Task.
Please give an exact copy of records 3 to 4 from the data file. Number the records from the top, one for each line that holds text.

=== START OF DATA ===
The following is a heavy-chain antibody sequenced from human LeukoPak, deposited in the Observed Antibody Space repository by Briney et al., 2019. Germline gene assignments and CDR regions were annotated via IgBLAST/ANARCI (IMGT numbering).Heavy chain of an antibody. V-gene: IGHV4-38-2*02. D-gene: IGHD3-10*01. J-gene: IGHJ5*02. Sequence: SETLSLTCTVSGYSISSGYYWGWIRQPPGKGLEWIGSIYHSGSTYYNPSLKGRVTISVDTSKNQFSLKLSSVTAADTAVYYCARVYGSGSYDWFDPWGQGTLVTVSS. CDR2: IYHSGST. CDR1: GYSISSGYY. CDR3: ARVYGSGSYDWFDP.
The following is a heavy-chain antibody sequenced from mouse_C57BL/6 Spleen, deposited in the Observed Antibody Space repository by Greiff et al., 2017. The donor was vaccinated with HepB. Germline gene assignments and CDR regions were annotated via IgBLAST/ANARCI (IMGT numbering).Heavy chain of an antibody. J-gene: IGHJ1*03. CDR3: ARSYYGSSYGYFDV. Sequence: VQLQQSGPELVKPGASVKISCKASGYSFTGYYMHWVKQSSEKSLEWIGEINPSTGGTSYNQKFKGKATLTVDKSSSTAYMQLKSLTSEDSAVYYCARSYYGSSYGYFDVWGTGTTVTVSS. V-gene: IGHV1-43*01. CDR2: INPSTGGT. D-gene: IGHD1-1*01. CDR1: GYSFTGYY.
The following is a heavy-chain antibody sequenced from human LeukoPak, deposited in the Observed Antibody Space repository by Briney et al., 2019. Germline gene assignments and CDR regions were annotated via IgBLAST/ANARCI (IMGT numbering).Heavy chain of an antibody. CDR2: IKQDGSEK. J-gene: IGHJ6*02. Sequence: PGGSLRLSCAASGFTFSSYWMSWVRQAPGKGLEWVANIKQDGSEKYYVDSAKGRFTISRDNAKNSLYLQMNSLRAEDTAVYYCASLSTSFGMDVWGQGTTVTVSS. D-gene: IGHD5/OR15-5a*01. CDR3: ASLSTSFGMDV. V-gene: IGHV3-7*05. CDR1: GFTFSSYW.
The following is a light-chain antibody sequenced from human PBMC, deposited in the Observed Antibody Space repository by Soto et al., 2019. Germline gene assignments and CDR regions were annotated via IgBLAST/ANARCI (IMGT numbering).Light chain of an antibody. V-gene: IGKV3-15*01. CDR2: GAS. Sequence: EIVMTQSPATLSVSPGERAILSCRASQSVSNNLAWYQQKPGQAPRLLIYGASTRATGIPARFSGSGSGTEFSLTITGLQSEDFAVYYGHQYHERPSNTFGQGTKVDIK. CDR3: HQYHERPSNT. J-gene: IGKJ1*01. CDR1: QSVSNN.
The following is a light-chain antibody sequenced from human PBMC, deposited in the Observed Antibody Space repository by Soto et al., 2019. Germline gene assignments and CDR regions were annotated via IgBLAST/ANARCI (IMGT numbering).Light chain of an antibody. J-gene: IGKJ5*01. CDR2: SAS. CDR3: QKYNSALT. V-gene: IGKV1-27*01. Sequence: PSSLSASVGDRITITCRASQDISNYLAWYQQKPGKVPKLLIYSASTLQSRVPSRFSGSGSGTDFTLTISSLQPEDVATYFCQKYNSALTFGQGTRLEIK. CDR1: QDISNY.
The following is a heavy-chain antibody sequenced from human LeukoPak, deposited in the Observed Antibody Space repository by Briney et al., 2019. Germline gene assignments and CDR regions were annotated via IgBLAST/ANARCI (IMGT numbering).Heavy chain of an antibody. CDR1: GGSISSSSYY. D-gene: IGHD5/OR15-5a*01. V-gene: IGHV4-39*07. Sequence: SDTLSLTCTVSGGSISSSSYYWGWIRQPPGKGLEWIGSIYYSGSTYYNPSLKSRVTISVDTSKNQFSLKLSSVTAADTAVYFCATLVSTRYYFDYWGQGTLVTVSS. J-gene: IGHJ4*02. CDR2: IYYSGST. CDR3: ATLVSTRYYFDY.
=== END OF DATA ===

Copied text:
The following is a heavy-chain antibody sequenced from human LeukoPak, deposited in the Observed Antibody Space repository by Briney et al., 2019. Germline gene assignments and CDR regions were annotated via IgBLAST/ANARCI (IMGT numbering).Heavy chain of an antibody. CDR2: IKQDGSEK. J-gene: IGHJ6*02. Sequence: PGGSLRLSCAASGFTFSSYWMSWVRQAPGKGLEWVANIKQDGSEKYYVDSAKGRFTISRDNAKNSLYLQMNSLRAEDTAVYYCASLSTSFGMDVWGQGTTVTVSS. D-gene: IGHD5/OR15-5a*01. CDR3: ASLSTSFGMDV. V-gene: IGHV3-7*05. CDR1: GFTFSSYW.
The following is a light-chain antibody sequenced from human PBMC, deposited in the Observed Antibody Space repository by Soto et al., 2019. Germline gene assignments and CDR regions were annotated via IgBLAST/ANARCI (IMGT numbering).Light chain of an antibody. V-gene: IGKV3-15*01. CDR2: GAS. Sequence: EIVMTQSPATLSVSPGERAILSCRASQSVSNNLAWYQQKPGQAPRLLIYGASTRATGIPARFSGSGSGTEFSLTITGLQSEDFAVYYGHQYHERPSNTFGQGTKVDIK. CDR3: HQYHERPSNT. J-gene: IGKJ1*01. CDR1: QSVSNN.